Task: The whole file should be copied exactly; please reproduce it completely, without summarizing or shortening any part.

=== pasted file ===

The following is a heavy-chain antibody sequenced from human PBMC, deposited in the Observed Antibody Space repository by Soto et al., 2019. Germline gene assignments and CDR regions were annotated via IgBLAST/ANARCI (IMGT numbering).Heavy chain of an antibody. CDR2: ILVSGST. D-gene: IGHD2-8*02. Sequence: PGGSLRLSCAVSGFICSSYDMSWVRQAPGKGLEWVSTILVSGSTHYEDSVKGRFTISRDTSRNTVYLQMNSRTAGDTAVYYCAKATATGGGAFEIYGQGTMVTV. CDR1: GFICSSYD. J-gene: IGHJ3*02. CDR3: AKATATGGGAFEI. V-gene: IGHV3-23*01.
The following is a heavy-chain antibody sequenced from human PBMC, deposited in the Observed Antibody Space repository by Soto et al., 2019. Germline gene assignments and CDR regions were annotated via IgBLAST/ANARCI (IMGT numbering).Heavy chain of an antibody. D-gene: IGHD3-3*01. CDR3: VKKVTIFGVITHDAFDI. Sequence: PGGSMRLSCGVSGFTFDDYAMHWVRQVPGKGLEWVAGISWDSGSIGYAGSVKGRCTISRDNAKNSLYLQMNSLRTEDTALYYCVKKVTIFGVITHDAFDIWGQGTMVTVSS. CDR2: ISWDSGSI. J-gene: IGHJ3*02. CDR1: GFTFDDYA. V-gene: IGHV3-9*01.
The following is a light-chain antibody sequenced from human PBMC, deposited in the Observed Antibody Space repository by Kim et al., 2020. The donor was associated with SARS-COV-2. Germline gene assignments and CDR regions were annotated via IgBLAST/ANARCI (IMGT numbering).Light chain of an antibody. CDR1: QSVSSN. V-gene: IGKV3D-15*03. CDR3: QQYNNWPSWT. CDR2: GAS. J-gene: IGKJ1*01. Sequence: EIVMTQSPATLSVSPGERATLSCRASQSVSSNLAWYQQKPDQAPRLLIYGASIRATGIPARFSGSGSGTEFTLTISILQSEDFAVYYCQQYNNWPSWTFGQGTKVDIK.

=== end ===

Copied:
The following is a heavy-chain antibody sequenced from human PBMC, deposited in the Observed Antibody Space repository by Soto et al., 2019. Germline gene assignments and CDR regions were annotated via IgBLAST/ANARCI (IMGT numbering).Heavy chain of an antibody. CDR2: ILVSGST. D-gene: IGHD2-8*02. Sequence: PGGSLRLSCAVSGFICSSYDMSWVRQAPGKGLEWVSTILVSGSTHYEDSVKGRFTISRDTSRNTVYLQMNSRTAGDTAVYYCAKATATGGGAFEIYGQGTMVTV. CDR1: GFICSSYD. J-gene: IGHJ3*02. CDR3: AKATATGGGAFEI. V-gene: IGHV3-23*01.
The following is a heavy-chain antibody sequenced from human PBMC, deposited in the Observed Antibody Space repository by Soto et al., 2019. Germline gene assignments and CDR regions were annotated via IgBLAST/ANARCI (IMGT numbering).Heavy chain of an antibody. D-gene: IGHD3-3*01. CDR3: VKKVTIFGVITHDAFDI. Sequence: PGGSMRLSCGVSGFTFDDYAMHWVRQVPGKGLEWVAGISWDSGSIGYAGSVKGRCTISRDNAKNSLYLQMNSLRTEDTALYYCVKKVTIFGVITHDAFDIWGQGTMVTVSS. CDR2: ISWDSGSI. J-gene: IGHJ3*02. CDR1: GFTFDDYA. V-gene: IGHV3-9*01.
The following is a light-chain antibody sequenced from human PBMC, deposited in the Observed Antibody Space repository by Kim et al., 2020. The donor was associated with SARS-COV-2. Germline gene assignments and CDR regions were annotated via IgBLAST/ANARCI (IMGT numbering).Light chain of an antibody. CDR1: QSVSSN. V-gene: IGKV3D-15*03. CDR3: QQYNNWPSWT. CDR2: GAS. J-gene: IGKJ1*01. Sequence: EIVMTQSPATLSVSPGERATLSCRASQSVSSNLAWYQQKPDQAPRLLIYGASIRATGIPARFSGSGSGTEFTLTISILQSEDFAVYYCQQYNNWPSWTFGQGTKVDIK.